Wednesday, December 30, 2009

Sunday Evening Video: The Subversive Comedy Of Dean Martin

Hey pallies, well our Dino-winter-month celebration is nearin' the end...'nother great year of lovin' our Dino draweth nigh. But, likes pallies today's Dinopost is goin' heat thin's up as much of the earth is turnin' colder.

Today we turn to a post shared by Mr. Rudy Panucci in his cyber column "PopCult" at the Charleston Gazette web pad. Pallie Panucci shares some quality Dino-commentary and stellar Dino-clip-examples on his Dino-themed essay "The Subversive Comedy Of Dean Martin."

Our pallie Rudy really 'gets Martin' and speaks insightfully of our Dino and his amazin' show by sayin' "how progressive and subversive the comedy on the show was."
Mr. Panucci reminds us that our Dino is a man way ahead of his time and leadin' way to new ways of bein' and thinkin' and doin'.

It is truly such a thrill to find columnists like Mr. Rudy Panucci liftin' up the name of our Dino and sharin' such amazin' insights into the life, times, and workin' of our great man.

Deep Dino-thanks to pallie Panucci for helpin' other to growin' in their Dinoknowledge and Dino-appreciation. His post is such a wonderful gift in spreadin' the Dino-word and a great way of startin' to bring this ol' Dino-year to a close.

To view Mr. Rudy Panucci's Dino-prose in it's original format, please clicks on the tagg of this Dino-gram. Dino-psyched, DMP

Sunday Evening Video: The Subversive Comedy Of Dean Martin

The Dean Martin Variety Show was one of the highest-rated shows on TV in the 1960s, but people forget how progressive and subversive the comedy on the show was. Martin introduced American audiences to Monty Python and Marty Feldman, and at a time when the racial divide in this country was rarely breached, the Dean Martin show regularly featured stand-up comedy from the then-young Bill Cosby and Flip Wilson. The show also addressed what could have been touchy social issues in the patented Rat Pack “who cares as long as nobody gets hurt” manner.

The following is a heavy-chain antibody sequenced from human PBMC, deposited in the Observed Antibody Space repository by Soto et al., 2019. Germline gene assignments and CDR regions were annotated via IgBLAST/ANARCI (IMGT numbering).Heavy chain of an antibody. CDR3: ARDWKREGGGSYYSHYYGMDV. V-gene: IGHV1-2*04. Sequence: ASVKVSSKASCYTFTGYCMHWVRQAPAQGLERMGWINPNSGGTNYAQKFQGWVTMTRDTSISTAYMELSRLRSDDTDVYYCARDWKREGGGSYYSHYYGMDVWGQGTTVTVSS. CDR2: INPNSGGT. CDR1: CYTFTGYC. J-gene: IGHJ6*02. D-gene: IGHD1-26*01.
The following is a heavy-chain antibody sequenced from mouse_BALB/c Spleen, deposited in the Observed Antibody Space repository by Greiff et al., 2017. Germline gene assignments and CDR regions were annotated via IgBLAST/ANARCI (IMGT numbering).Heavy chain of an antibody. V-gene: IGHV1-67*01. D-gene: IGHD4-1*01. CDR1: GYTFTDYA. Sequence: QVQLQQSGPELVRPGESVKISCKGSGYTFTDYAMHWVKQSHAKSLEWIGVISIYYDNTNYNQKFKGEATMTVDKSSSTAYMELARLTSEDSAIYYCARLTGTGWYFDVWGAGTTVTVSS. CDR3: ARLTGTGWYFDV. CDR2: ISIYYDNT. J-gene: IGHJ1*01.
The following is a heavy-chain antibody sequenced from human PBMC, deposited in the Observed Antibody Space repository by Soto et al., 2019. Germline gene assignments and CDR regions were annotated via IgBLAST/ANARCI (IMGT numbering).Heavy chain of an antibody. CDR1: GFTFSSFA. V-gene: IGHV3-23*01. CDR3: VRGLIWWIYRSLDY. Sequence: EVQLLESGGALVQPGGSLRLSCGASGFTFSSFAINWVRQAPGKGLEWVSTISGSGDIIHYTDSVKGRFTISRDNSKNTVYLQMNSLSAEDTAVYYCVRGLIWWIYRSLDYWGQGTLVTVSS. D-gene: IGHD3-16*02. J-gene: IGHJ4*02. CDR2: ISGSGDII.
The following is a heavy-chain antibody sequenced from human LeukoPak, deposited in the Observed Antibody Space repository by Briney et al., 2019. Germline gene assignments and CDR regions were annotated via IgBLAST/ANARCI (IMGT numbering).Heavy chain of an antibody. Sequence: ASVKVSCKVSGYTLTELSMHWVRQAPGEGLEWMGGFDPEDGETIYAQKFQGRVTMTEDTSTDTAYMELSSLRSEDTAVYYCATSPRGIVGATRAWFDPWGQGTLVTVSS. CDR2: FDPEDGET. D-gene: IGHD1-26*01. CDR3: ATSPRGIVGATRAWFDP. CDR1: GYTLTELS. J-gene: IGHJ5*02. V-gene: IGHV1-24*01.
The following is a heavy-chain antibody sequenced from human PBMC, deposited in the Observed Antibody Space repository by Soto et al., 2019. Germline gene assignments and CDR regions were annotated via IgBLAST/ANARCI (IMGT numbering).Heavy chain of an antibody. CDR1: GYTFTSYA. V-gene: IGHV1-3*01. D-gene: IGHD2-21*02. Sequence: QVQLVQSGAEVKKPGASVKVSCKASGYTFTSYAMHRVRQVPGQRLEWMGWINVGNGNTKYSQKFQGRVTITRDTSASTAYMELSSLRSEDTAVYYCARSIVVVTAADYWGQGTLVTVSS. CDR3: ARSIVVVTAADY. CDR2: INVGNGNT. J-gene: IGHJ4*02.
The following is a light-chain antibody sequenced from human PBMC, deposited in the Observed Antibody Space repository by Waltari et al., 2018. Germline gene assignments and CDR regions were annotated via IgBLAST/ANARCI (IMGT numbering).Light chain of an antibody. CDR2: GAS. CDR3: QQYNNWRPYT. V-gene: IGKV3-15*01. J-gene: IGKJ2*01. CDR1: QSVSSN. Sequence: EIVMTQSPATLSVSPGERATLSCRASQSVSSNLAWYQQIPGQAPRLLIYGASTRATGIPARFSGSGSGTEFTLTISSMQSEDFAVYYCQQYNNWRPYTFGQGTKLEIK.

In the above clip, a recurring bit where Nipsy Russell and Dom DeLuise played the “NBC Barbers” who would be cutting the hair of that week’s guest, the guest is Peter Sellers, who discovered earlier in the day that he could reduce Martin to tears by doing a campy “gay” voice. Without any prior warning, he began the sketch, in which he was supposed to be speaking normally as himself, using that voice. You can see how it caught Russell and DeLuise off guard, but when Dino enters the sketch it really takes off.

The cool thing about The Dean Martin Show was that Martin never rehearsed. He’d walk in at the last minute and read his lines off the cue cards, often ad-libbing just to mess with his well-rehearsed co-stars. After the jump check out some more clips from The Dean Martin Show, featuring Goldie Hawn, Don Rickles, and more. This was the heyday of the show, not the last few years when the show was reduced to cranked-out celebrity “roasts.” These are examples why, in the history of comedy, Dean Martin matters.

Finally, here’s Dom DeLuise and Orson Welles on The Dean Martin Show, doing a sketch originally written by Marty Feldman and Tim Brooke-Taylor for “At Last, The 1948 Show” for the BBC.

This entry was posted on Sunday, December 27th, 2009 at 12:50 pm

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